United Kingdom – Gravitricity will add hydrogen and heat storage to its underground gravity energy system.
The Edinburgh innovators have submitted a global patent to turn purpose-built shafts into pressurized energy stores, capable of safely accumulating significant quantities of the gas.
Martin Wright, company founder, said: “The gas grid of the future will be powered by intermittent renewables – and that means we need to find ways to store green hydrogen when energy is plentiful, close to where it’s required. Our idea is to make each Gravitricity shaft serve as a very large, sealed pressure vessel, and to use the shaft itself to hold significant quantities of gas. We believe this will be far more economic and safer than above-ground storage pressure vessels – and will massively increase the storage capacity of the system.”
A pilot Gravitricity hydrogen storage system, according to the company, might be operational in a few years. Gravitricity is now operating a 250kW demonstrator in Edinburgh and will begin work on their first 4-8MW project later this year.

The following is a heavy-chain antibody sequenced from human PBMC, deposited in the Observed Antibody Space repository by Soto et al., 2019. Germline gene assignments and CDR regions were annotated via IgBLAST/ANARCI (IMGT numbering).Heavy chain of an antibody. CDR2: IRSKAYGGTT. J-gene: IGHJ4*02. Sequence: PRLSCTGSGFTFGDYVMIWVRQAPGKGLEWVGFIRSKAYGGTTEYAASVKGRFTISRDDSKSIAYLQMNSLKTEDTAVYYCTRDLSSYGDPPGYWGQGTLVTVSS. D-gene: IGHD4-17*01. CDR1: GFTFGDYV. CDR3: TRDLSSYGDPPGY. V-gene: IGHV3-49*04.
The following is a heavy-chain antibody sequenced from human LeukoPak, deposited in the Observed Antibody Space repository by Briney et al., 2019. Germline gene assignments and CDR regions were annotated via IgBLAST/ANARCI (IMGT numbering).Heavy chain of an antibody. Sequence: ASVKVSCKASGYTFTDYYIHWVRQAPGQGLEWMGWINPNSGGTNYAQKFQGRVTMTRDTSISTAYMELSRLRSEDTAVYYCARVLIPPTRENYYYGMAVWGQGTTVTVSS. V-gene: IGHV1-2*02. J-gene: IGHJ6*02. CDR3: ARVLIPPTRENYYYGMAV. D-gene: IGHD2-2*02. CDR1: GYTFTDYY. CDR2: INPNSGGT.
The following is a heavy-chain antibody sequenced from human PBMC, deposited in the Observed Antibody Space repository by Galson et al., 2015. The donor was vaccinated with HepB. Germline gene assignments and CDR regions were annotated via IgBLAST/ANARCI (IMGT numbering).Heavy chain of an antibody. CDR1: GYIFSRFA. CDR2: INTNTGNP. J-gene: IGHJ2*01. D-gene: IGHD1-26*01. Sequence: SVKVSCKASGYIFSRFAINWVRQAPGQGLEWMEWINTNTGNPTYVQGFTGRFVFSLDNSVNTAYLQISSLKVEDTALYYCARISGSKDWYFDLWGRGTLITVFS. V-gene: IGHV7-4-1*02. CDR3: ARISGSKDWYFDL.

The Gravitricity system suspends up to 12,000 tonnes of weight in a deep shaft via a series of cables, each of which is equipped with a winch capable of lifting its portion of the weight. Raising or reducing the weight absorbs or generates electrical power. Gravitricity has the ability to store extra energy and release it when needed – whether in short bursts or over a lengthy period of time. This can provide critical grid-balancing services on a local or national level, as well as behind-the-meter services in industrial use cases. Furthermore, the technology’s extended lifespan makes it a good fit for new grid infrastructure projects since it allows for a significant reduction in the materials needed to meet the appropriate peak power transmission capabilities.